When we began dreaming about a vacation for anniversary #25 way back in October, our first thought was Catalina Island off the coast of southern California. (Greece seemed a bit unrealistic at the time.) That way we could stop for a couple of days in Palm Springs to visit our newest niece, Taya, and then head out for a warm, beach vacation. I texted my brother for some insider info on the resort island. He agreed to send me an email with plenty of ideas, but when he found out our other idea was to go to Greece, he said, “You’re trying to decide between Catalina and Greece? Go to Greece.”

In his mind it was a no-brainer.

Still not convinced, we looked up August’s average temperatures for both places.

Athens, Greece = 85 degrees.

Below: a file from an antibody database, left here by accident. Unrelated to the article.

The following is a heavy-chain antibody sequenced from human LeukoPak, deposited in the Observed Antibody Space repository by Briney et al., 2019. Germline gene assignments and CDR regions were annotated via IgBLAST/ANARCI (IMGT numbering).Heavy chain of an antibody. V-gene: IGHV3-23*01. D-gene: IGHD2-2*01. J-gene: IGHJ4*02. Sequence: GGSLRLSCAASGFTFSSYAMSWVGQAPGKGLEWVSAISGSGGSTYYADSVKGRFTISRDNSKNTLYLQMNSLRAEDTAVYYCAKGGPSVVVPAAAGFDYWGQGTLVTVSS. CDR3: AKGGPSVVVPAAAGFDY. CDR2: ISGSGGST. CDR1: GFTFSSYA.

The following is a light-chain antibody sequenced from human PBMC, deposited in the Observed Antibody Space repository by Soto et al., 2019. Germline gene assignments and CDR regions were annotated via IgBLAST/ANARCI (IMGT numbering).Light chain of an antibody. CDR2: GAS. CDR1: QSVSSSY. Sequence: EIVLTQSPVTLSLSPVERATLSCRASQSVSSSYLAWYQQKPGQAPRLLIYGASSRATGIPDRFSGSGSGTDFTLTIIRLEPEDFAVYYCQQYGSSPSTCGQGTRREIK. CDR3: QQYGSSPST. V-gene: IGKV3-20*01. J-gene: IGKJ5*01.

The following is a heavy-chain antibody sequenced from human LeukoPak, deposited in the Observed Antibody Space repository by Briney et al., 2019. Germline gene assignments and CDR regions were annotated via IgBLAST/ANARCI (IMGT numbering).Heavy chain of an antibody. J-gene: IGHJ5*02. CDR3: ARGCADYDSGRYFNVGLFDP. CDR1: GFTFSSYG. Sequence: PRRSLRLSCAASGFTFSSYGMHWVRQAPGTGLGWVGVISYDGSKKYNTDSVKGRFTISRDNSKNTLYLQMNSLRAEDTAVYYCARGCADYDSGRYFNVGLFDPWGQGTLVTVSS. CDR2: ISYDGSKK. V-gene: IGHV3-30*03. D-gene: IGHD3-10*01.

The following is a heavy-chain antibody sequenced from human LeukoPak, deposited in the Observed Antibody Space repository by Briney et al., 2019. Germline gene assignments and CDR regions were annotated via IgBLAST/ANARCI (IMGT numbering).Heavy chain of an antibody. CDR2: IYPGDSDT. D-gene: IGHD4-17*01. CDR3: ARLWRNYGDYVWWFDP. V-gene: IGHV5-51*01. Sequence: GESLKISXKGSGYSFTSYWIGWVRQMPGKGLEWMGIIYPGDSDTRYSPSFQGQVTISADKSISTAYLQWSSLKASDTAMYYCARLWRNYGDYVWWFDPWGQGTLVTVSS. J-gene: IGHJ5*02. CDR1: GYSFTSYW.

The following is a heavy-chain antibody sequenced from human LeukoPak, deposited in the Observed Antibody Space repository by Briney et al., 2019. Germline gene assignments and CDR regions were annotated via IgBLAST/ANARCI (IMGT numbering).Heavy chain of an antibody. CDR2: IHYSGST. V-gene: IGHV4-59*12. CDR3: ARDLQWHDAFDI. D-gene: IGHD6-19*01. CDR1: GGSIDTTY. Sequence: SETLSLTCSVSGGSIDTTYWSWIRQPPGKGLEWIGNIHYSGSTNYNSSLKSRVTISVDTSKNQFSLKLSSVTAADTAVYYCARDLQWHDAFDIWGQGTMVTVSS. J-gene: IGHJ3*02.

Catalina Island = 75 degrees.

History, archaeology, architecture, and my brother’s advice aside, I was convinced. Oh, how I love 85 degrees. I can have 75 degrees on the beach in Massachusetts or Maine anytime, shivering in my hoodie all day. I’m not even packing a hoodie for Greece. (Well, maybe for the plane.)

We still didn’t think we could swing the financial aspect of  a trip like that, but an unexpected tax return and our camp paychecks enabled us to book all flights and Airbnb lodgings. It didn’t hurt that nearly every Airbnb listing in Athens said something like this: “$37.oo a night. View of Acropolis.”


It was so hard to limit ourselves to visiting only one island, but after much comparison and reading up on them, the biggest one, Crete (we’ll be in Chania), was the winner.